Everywhere he looked, he said, he saw commercial fishermen being portrayed as “robbers and…rapers of the ocean.” Frustrated by being villainized—and seeing that characterization used to justify increasing regulation of the fishing industry—Densmore decided do something about it.
“People don’t know who commercial fishermen are, don’t know the emotional side, their connection to the ocean.” His poetry is a window into that world.
From Densmore, the moderators moved to Diane Wilson, another dyed-in-the-wool commercial fisherman whose efforts to defend fishermen and fisheries led her deep into the world of social and environmental activism.
In her quest to protect her native Gulf Coast Bay and draw attention to the pollution that had laid siege to the waters and the watermen who worked them, Wilson has launched legislative campaigns, political demonstrations and protests, and hunger strikes. She has sunk boats, climbed chemical towers, and been jailed more than 50 times for civil disobedience.
In addition to being a fourth-generation fisherwoman, an activist, and a mother of five, Wilson has written three books about her experiences and has been profiled in a number of national media projects. She is currently working on a fourth book, a fictional account of the end of Texas commercial fishermen.
She spoke about what it was like to be a woman in a world dominated by men, ultimately pointing to the fact that fishing can be an egalitarian industry: “Even when men cannot understand you being out there at all, they don’t care when you can fix the nets.”
And when Garrity-Blake asked Wilson why she got into activism in the first place, and what prompted her to become so radical in her work, Wilson’s rather poetic answer reflected a uniquely feminine, maternal perspective that seemed to speak to the largely local audience on several levels.
“This is why it’s important growing up in a fishing town and being here your whole life,” she said. “I can remember extremely clear, when I was probably…5 years old, and I could go down to the bay, and I could see the water. I saw what she looked like. It was a woman. The bay really is a woman, and she’s got a personality like a grandmother, and she was real, and she was there, and…she was alive.”
It was an image that stuck with her, a lesson she never forgot. “Knowing that this woman was in distress,” she said, “was what moved me.”
And if you’re wondering if Wilson regrets becoming an activist, the answer is no.
Though her work has gotten her in plenty of trouble and has cost her two marriages, a house, a boat, a job, and a lot of friends, Wilson’s answer to Garrity-Blake, when she asked Wilson if it had all been worth it to her personally, was resounding and unequivocal.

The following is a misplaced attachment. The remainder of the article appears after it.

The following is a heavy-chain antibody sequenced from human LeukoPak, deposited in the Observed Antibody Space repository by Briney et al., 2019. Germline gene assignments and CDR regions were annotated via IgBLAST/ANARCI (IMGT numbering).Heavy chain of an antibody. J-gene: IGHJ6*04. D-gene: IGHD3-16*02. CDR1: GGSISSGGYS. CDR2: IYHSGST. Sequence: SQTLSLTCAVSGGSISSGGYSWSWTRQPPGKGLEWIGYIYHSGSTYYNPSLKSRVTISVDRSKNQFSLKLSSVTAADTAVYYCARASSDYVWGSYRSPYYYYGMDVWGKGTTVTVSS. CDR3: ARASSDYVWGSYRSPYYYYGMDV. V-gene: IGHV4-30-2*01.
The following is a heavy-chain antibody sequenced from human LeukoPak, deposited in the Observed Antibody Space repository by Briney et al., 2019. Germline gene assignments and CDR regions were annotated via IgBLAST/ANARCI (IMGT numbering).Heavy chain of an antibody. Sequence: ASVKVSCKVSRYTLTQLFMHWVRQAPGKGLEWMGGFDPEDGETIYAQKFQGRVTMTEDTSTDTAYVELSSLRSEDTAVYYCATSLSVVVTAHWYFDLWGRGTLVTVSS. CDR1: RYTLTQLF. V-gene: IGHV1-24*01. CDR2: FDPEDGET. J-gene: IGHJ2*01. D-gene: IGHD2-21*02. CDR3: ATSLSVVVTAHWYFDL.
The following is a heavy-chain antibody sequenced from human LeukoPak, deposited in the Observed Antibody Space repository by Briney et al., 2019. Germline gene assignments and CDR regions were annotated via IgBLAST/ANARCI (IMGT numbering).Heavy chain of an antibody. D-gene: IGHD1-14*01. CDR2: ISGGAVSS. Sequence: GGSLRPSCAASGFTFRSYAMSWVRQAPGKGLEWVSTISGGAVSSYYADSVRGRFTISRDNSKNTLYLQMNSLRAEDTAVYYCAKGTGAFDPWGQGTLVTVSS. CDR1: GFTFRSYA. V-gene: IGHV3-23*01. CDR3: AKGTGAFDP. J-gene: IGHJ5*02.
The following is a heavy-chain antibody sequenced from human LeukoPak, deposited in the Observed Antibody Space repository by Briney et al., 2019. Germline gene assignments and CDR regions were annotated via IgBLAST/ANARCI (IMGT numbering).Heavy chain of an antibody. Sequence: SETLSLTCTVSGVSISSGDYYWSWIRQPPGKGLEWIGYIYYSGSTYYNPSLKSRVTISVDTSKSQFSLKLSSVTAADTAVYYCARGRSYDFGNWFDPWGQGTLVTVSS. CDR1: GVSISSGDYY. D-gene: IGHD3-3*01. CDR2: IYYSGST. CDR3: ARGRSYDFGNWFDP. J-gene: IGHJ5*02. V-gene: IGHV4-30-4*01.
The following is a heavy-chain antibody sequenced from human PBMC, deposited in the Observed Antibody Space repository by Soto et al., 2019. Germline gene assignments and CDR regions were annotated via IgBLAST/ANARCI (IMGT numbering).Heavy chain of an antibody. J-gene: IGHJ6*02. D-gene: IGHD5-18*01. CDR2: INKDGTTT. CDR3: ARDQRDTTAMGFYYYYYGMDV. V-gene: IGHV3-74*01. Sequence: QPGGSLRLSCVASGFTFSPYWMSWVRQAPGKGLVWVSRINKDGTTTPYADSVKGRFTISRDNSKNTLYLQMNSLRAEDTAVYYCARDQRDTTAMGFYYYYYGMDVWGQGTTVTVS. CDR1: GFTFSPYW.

“Oh yeah,” she said. “I remember the day my [former husband] and I finally broke it, he said, ‘You know, I don’t like who you are,’ and I was just thinking, at that very same moment…I’ve never liked myself so much in my life.”
Between Densmore’s struggle to show the world the true identity of commercial fishermen and his heartbreaking portrait of their complex, emotional connection to the water, and Wilson’s inspiring story of seeing the soul of the bay and giving everything she had to protect it, it’s safe to say that, if one of Lynne Foster’s goals for the evening was to uplift and inspire the Hatteras fishing community, the event exceeded expectations.
As the applause for Wilson died down, West and Garrity-Blake began the next round of questions, directing them to the remaining two panelists, Robert Fritchey and Niaz Dorry.
Unlike Densmore and Wilson, Fritchey and Dorry were not born into commercial fishing families or even (in Fritchey’s case) into fishing communities, but both are accomplished and outspoken advocates for commercial fishermen and the fishing industry.
The tone of the discussion shifted a little when it got to them. The questions became less about who commercial fishermen are and what they are fighting for, and, instead, focused more on what’s happening to commercial fishing and what can be done to save it.
Fritchey spoke first, recounting how he, the son of a Pennsylvania dermatologist, went from completing a master’s degree in tropical medicine and medical parasitology, to working as a trammel-net fisherman in Louisiana, landing redfish from the deck of souped-up mudboat.
He talked about the controversy surrounding that fishery—a controversy that was fueled by a growing recreational fishing industry that demanded more access to the fishery’s resources and was exacerbated by media coverage that demonized the commercial faction.